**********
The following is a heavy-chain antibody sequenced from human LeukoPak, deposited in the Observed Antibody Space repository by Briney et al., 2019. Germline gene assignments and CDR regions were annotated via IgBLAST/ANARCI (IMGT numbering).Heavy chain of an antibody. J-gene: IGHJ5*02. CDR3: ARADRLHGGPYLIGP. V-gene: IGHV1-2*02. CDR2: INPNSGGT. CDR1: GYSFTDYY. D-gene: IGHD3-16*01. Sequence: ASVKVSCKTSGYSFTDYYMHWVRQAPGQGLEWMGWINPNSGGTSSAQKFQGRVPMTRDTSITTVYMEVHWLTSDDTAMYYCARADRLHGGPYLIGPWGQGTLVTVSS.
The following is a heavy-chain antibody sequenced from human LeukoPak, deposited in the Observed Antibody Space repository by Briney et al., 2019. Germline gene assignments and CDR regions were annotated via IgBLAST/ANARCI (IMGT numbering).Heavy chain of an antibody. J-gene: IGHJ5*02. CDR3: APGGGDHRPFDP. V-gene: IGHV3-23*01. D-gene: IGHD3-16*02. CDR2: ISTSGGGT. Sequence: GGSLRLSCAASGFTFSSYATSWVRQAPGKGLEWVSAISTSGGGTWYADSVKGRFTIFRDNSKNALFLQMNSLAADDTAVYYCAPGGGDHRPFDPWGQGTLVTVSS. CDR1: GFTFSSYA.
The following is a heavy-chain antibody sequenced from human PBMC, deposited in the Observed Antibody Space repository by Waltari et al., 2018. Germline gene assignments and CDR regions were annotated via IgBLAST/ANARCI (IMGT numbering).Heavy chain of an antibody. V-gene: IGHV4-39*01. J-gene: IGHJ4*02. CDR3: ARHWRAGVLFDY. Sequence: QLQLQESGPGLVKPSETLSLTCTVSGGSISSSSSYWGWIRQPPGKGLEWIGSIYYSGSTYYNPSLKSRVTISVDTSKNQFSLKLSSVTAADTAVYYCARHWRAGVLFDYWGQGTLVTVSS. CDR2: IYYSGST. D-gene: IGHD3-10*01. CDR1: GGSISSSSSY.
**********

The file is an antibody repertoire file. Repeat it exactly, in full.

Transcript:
The following is a heavy-chain antibody sequenced from human LeukoPak, deposited in the Observed Antibody Space repository by Briney et al., 2019. Germline gene assignments and CDR regions were annotated via IgBLAST/ANARCI (IMGT numbering).Heavy chain of an antibody. J-gene: IGHJ5*02. CDR3: ARADRLHGGPYLIGP. V-gene: IGHV1-2*02. CDR2: INPNSGGT. CDR1: GYSFTDYY. D-gene: IGHD3-16*01. Sequence: ASVKVSCKTSGYSFTDYYMHWVRQAPGQGLEWMGWINPNSGGTSSAQKFQGRVPMTRDTSITTVYMEVHWLTSDDTAMYYCARADRLHGGPYLIGPWGQGTLVTVSS.
The following is a heavy-chain antibody sequenced from human LeukoPak, deposited in the Observed Antibody Space repository by Briney et al., 2019. Germline gene assignments and CDR regions were annotated via IgBLAST/ANARCI (IMGT numbering).Heavy chain of an antibody. J-gene: IGHJ5*02. CDR3: APGGGDHRPFDP. V-gene: IGHV3-23*01. D-gene: IGHD3-16*02. CDR2: ISTSGGGT. Sequence: GGSLRLSCAASGFTFSSYATSWVRQAPGKGLEWVSAISTSGGGTWYADSVKGRFTIFRDNSKNALFLQMNSLAADDTAVYYCAPGGGDHRPFDPWGQGTLVTVSS. CDR1: GFTFSSYA.
The following is a heavy-chain antibody sequenced from human PBMC, deposited in the Observed Antibody Space repository by Waltari et al., 2018. Germline gene assignments and CDR regions were annotated via IgBLAST/ANARCI (IMGT numbering).Heavy chain of an antibody. V-gene: IGHV4-39*01. J-gene: IGHJ4*02. CDR3: ARHWRAGVLFDY. Sequence: QLQLQESGPGLVKPSETLSLTCTVSGGSISSSSSYWGWIRQPPGKGLEWIGSIYYSGSTYYNPSLKSRVTISVDTSKNQFSLKLSSVTAADTAVYYCARHWRAGVLFDYWGQGTLVTVSS. CDR2: IYYSGST. D-gene: IGHD3-10*01. CDR1: GGSISSSSSY.